Pittsburgh Drugged Driving Lawyer
Most of the media attention goes to drunk driving, but various drugs impair the ability to drive every bit as much as alcohol does. And with the explosion of various drugs in our society, there is no shortage of drivers on the road who have drugs in their system. Many of the drugs we use in our society are “lawful” in the sense that they are prescribed by doctors or contained in medicine sold over the counter. Many others are examples of strictly controlled drugs that people use for the sole purpose of getting high, such as heroin and meth.
Pennsylvania’s Drugged Driving Laws
In Pennsylvania, you are guilty of drugged driving if you drive or operate a vehicle, or are actually in “physical control” of a vehicle’s movement, with:
- Any amount of a Schedule I controlled substance in your blood
- A metabolite of a Schedule I substance in your blood
For those offenses, the state doesn’t have to show that you were impaired; the presence of the drug or metabolite is all that’s required. Schedule I drugs include heroin and other opioids, marijuana, hallucinogens like LSD, and several other drugs.
You are also guilty of drugged driving if you are impaired by:
- A drug or by a combination of drugs
- Alcohol and a drug or combination of drugs
The latter two offenses require that your driving ability be impaired; the mere presence of drugs other than Schedule I controlled substances in your system is not enough.
Commercial and School Vehicles
Drugged driving by operators of commercial vehicles is prohibited in a separate section of the DUI law. It applies to commercial vehicles, school buses and other school vehicles. The prohibition applies to the same acts as the primary drugged driving law ̶ driving, operating, or otherwise physically controlling the vehicle while under the influence of:
- A controlled substance or combination of controlled substances
- Alcohol plus a controlled substance or substances
Testing for Drug Presence and Level
Pennsylvania follows the theory that anyone driving on the states roads has given implied consent to be tested. You can refuse to take a test or give blood to be tested, but that can cost you your driving privileges for up to 18 months, and your refusal can be used in evidence in the case. Technically, the refusal is simply considered as one piece of evidence among the many other circumstances, but it’s easy for a judge or jury to decide the refusal is conclusive, or at least indicative of your guilt. It takes a Pittsburgh drugged driving attorney with specific experience in these cases to make sure that the refusal doesn’t overwhelm every other aspect of the case.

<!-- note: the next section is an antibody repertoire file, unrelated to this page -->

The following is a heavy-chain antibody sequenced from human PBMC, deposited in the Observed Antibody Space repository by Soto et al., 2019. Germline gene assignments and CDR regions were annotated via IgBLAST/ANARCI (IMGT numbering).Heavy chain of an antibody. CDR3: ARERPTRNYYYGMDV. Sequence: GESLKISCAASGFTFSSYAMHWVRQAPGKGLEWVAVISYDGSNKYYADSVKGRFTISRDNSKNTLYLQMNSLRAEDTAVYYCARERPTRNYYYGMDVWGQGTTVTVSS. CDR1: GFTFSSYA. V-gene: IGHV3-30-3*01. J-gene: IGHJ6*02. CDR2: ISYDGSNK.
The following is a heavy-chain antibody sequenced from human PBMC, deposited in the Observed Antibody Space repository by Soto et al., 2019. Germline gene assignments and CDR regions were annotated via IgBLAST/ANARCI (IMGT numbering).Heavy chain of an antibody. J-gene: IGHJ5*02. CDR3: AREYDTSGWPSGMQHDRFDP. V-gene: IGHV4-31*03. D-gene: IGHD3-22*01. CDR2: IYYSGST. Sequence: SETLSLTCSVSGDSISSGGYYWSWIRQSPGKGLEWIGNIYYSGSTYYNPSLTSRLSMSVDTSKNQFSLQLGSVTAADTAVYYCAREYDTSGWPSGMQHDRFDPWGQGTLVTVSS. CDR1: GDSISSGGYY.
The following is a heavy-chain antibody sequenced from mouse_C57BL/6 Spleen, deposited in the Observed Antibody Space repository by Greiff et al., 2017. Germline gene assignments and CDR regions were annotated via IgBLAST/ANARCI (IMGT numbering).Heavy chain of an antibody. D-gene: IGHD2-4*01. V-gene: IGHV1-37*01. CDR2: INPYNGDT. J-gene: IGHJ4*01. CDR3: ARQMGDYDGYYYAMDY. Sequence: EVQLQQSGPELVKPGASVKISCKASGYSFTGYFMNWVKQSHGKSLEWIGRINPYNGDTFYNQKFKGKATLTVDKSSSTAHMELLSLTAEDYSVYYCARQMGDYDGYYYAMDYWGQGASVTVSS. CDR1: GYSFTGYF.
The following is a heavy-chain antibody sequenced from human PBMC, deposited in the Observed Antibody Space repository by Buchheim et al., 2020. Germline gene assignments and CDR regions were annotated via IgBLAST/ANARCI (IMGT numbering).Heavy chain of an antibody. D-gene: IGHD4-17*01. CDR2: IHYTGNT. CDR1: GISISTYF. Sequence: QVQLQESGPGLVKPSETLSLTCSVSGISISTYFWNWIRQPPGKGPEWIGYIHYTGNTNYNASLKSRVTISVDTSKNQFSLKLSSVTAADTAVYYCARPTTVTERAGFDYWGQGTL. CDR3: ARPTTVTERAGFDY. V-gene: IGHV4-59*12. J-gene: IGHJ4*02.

The Department of Health publishes a list of the minimum levels of controlled substances (Schedules I, II and III) that must be present in a person’s blood for the test results to be admissible in a prosecution for violations.
Drugged Driving Penalties
Pennsylvania imposes significant penalties for the more serious traffic offenses like drugged driving. In addition to imposing heavier fines, there is the potential for considerable jail time depending on how many prior offenses you have, whether minors were in the vehicle, whether people were injured or killed because of the violation, and a host of other factors.
Defenses for Drugged Driving in Pittsburgh
In many cases, there is some question whether the facts support the state’s claim that you were driving, operating, or controlling the vehicle, as required for a drugged driving conviction. Was the vehicle stopped or in motion? If stopped, where was it stopped, and why? Pennsylvania courts look to all the circumstances in deciding whether there was actual physical control.
The legality of the stop and arrest may also be questioned. Pennsylvania has a strong interest in keeping drugged drivers off the roads, so it’s an uphill battle, but an experienced drugged driving lawyer may be able to cast doubt on the reasonableness of the officer’s belief that you were impaired, if that’s what the charge is based on, or that you had Schedule I drugs in your system, if the case is based on that rather than actual impairment.
There may even be questions about the validity of the blood testing results in some cases.
Legal Representation from an Experienced Pittsburgh Drugged Driving Lawyer
Drugged driving, like drunk driving, is always serious, and the more serious charges carry serious penalties including jail time. Loss of license can cause loss of employment and make it very hard to find new employment. The best chance of avoiding conviction and, if that’s not possible, minimizing the consequences is to obtain the help of an experienced Western Pennsylvania lawyer as early in the process as possible.
With more than 25 years of experience as a dedicated criminal defense attorney in Pennsylvania, Gary Gerson knows where the weak points are likely to be in all aspects of the prosecution’s case, from the legality of the initial stop, to the validity of the testing procedures, to the characteristics of the drugs involved. If you have been charged with drugged driving in the Pittsburgh area or anywhere Western Pennsylvania, call Gerson Law today and start on the path to putting the case behind you.